THERE IS NO SUCH THING AS A BAD TRIP (?)
“There’s no such thing as a bad trip” is a concept that is rising in popularity among experienced drug users. However, I don’t subscribe to this concept. To me, there is such a thing as a bad trip and it is determined by how we choose to deal with an uncomfortable experience. This choice determines whether the challenges we face during a psychedelic encounter will be a bad trip or a hard trip, which are two qualitatively different experiences.
A bad trip is when we become overwhelmed by an anxiety resulted from the resistance of an altered state—i.e., wishing we were not high anymore or wishing the experience was different. This is usually a result of taking drugs without an understanding what we are getting ourselves into, inappropriate dosage or taking drugs in a destructive environment. As a bad trip subsides, often there has been no lesson learned and we, relieved to be free of that “bad” experience, are quick to leave it all behind and forget the experience altogether. Not all bad trips are that bad, but they certainly aren’t very enjoyable. The elements that create a bad trip and their consequences can often be avoided by knowledgeable use and proper guidance.
A hard trip is when we are presented with the darker aspects of self, the shadow. But instead of resisting the discomfort of that encounter, we embrace it, we surrender to it. It is these trips that hold the most potential for personal growth. And learning how to surrender into the honesty of emotional experience, especially if it is challenging, enables this growth most effectively. The key difference between these two types of experiences is that during a bad trip we close ourselves off to what is being presented; during a hard trip we open ourselves up.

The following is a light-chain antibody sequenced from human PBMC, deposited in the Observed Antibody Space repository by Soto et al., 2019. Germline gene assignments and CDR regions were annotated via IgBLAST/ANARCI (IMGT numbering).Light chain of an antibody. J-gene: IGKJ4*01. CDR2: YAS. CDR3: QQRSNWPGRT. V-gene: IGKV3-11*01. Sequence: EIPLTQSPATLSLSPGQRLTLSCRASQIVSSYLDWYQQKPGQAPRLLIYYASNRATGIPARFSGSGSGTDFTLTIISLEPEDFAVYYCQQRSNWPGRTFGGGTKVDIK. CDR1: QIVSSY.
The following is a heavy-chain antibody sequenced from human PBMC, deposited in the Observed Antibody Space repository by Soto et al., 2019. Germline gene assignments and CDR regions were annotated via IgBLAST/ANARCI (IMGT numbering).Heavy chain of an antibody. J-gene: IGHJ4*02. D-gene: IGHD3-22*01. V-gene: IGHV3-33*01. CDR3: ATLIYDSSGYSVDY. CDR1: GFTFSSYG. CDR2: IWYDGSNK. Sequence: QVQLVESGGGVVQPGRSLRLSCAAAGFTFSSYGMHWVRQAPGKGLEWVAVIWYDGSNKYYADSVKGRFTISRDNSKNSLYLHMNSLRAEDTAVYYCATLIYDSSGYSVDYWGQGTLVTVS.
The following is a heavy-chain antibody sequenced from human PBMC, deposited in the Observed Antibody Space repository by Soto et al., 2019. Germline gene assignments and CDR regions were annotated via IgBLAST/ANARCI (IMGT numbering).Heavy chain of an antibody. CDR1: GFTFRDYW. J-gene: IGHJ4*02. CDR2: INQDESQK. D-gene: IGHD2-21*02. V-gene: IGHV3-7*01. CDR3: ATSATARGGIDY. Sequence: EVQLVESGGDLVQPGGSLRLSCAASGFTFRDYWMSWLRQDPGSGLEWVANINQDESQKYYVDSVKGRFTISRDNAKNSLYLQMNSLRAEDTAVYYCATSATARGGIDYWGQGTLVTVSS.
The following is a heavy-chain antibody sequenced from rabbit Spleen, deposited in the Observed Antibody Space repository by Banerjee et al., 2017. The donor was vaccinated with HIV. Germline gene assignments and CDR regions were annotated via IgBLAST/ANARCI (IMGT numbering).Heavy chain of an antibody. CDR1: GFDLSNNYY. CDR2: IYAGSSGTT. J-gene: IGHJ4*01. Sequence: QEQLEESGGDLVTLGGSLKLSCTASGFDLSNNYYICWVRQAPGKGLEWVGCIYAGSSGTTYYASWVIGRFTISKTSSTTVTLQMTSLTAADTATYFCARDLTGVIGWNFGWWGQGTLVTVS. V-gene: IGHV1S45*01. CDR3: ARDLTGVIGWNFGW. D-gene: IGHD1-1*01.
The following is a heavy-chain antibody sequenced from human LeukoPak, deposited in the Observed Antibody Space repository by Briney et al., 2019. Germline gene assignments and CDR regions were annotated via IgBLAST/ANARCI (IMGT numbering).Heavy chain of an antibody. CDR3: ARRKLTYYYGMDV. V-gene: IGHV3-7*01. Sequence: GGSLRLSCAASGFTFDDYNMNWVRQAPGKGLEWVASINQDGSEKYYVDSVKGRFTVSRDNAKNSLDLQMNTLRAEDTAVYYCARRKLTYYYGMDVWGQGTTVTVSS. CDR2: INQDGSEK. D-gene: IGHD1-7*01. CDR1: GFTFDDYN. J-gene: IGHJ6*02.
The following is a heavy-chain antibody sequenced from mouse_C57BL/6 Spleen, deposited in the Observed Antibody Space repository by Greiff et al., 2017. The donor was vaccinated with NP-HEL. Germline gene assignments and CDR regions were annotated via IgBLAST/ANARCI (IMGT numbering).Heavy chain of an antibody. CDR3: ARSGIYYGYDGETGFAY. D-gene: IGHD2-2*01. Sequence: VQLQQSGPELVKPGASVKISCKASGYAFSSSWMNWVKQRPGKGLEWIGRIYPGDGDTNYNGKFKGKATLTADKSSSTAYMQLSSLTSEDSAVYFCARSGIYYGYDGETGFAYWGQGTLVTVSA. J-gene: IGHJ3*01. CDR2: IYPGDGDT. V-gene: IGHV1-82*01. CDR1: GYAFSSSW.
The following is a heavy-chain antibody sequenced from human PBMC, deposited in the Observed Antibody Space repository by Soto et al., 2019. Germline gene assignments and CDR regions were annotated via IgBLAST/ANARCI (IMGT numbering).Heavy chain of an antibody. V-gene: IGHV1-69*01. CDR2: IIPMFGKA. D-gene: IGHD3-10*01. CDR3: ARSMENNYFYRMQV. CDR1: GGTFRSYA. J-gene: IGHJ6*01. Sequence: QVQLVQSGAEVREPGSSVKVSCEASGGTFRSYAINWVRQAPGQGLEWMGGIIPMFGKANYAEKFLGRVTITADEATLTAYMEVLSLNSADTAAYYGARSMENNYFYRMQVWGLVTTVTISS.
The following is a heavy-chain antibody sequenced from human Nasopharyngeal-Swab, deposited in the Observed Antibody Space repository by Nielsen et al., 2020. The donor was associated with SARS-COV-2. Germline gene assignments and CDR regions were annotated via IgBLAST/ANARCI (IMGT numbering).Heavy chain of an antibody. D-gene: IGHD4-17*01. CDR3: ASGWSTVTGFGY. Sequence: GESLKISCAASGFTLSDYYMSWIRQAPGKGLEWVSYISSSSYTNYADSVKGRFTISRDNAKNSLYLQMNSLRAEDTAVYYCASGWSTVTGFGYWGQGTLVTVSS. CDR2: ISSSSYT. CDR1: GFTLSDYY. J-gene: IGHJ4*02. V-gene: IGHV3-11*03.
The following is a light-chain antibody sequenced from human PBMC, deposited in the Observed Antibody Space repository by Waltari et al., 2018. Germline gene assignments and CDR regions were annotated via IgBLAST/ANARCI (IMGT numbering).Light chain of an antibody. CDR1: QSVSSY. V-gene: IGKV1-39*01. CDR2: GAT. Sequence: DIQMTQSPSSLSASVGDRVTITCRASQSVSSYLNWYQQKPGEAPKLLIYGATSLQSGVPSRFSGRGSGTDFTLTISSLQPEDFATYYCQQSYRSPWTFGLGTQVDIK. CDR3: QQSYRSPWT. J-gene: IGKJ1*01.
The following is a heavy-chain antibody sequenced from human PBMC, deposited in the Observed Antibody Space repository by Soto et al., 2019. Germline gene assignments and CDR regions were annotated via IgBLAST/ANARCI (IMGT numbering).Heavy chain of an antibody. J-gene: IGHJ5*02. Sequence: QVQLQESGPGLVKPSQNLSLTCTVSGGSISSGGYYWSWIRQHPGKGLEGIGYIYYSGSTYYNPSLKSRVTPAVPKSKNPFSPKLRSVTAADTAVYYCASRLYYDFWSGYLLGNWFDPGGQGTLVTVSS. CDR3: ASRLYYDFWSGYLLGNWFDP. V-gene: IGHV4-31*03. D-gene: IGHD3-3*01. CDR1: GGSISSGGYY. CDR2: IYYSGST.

For example, the psilocybin mushroom can send us into a full expression of emotional potency. It amplifies whatever emotional state may be present within us at the time, known or unknown, positive or negative. The mind then compiles and brings awareness to all the thought patterns and memories attributed to the meaningfulness of the emotional state we are in. If during this process we fixate awareness on feeling uncomfortable by resisting an uncomfortable emotion, we amplify the potency of being uncomfortable in an effort to explain that discomfort to ourselves through various thought patterns, memories, or feelings.
If, when confronted with the same uncomfortable emotion, we choose to surrender to its presence, we will generate a different meaningfulness towards that discomfort. A meaningfulness of being healed, for example, will generate a different set of thought patterns and memories. Essentially, whether we go through a detrimental bad trip or a beneficial hard trip is decided by choices we make—I personally find this very empowering.
Original Article from James Jesso